No one was more disappointed than I was with the fact that producers were deciding to capitalize on unreleased Michael Jackson material with the album Michael just one year after the King of Pop passed away. It was a crass, money-making maneuver, and the album showed it.
They're doing it again this year with a new record called Xscape, produced by a collaborative team headed up by Timbaland and due in May. The saddest part of the whole deal is that Michael probably did leave behind some worthy scraps for producers to craft into a new record, but the people in charge of that unreleased material are picking the wrong producers to work with it.
I propose that we could actually experience a legitimately great posthumous work by Jackson if it were in the right hands. These five producers, for example, might actually do something cool with those tracks now in the MJ vault.
The Weeknd Is there any producer today with a better understanding of Michael Jackson's appeal? I posit to you that there is not. Were MJ still alive, I'm sure he would be jumping at the chance to work with the Weeknd, especially after hearing the young R&B producer's cover of "Dirty Diana."
Now, obviously the material on Xscape wouldn't have been the same as working with a living King of Pop, but one can only dream of what the Weeknd could do with it, given free rein over the existing tracks. And speaking of dreaming...
The-Dream The-Dream just has a knack for pop hits in the modern era, with anything he touches practically turning to gold. You can turn to his work with Beyoncé, Justin Bieber and even solo, but once again I must bring up my undying love of his recent effort with Jay Z and Justin Timberlake: the massive "Holy Grail."
That song is just an immaculate piece of production work. After hearing it, you can never really doubt The-Dream's abilities ever again; not to mention JT's performance sounds like a loving tribute to Jackson himself. Were he to work with the real deal's leftover material, I'm sure he'd be churning out hit after hit.
The Internet Odd Future's collaborative group of producers makes an odd brand of trip-hop and instrumental funk and soul. Their records are some of the most interesting in that style that I've heard in years. Unfortunately, they're underrated within the group compared to superstar rappers like Earl Sweatshirt and Tyler, the Creator.
Even though they're relatively untested, this could be an experiment gone terribly right. Though I'm sure those in charge of MJ's music would never give a young group like this -- which has never produced a mainstream hit -- a chance to work with his unreleased tracks, I think The Internet could be the spark behind one of the most interesting Jackson albums ever made.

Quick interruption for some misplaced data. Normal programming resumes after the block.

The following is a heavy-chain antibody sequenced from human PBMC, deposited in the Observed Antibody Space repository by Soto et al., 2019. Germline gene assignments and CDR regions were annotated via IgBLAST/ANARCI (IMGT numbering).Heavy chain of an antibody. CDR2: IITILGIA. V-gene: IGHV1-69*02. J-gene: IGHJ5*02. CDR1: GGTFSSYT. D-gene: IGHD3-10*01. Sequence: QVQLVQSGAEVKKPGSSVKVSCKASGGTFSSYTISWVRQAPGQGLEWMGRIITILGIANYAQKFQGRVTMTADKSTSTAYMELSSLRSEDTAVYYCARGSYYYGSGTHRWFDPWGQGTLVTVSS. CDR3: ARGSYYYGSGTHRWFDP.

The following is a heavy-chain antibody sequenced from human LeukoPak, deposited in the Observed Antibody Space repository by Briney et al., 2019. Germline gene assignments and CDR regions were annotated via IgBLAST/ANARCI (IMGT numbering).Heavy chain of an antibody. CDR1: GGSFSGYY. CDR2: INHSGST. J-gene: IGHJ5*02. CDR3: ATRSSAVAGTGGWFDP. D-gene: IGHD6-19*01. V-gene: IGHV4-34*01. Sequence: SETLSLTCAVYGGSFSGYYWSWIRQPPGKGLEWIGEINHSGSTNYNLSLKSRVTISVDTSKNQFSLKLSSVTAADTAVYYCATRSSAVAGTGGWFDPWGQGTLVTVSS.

List continues on the next page.
Kanye West Okay, what the hell? Was Kanye not even asked, or was he just busy? I just can't imagine a scenario where he wouldn't be the first person to come to mind to, at the very least, executive-produce this thing. I'm also fairly sure he would jump at the opportunity to do it, as one of the biggest Michael Jackson fans in the world.
Ideally, he would bring along his entire crew and do it by committee as on My Beautiful Dark Twisted Fantasy. With Kanye at the head and a whole Justice League of the greatest producers on earth, this is an idea that almost could not fail.
Quincy Jones, Jimmy Jam and Terry Lewis By far the three most successful producers ever to collaborate with Michael Jackson were Quincy Jones, Jimmy Jam and Terry Lewis. I know we're all about "modern producers," "fresh ideas" and "new blood," but seriously, have you listened to MJ's old albums?
Go pick up HIStory again. It seriously still sounds vital and relevant. "Scream" alone, produced by Jam and Lewis, could be a hit for Katy Perry today. You just can't argue with results. If there's anyone to handle MJ's unreleased records, it should be the same people who made his records great when he was alive.
ROCKS OFF'S GREATEST HITS
We Believe Local Journalism is Critical to the Life of a City
Engaging with our readers is essential to the mission of the Houston Press. Make a financial contribution or sign up for a newsletter, and help us keep telling Houston’s stories with no paywalls.
Support Our Journalism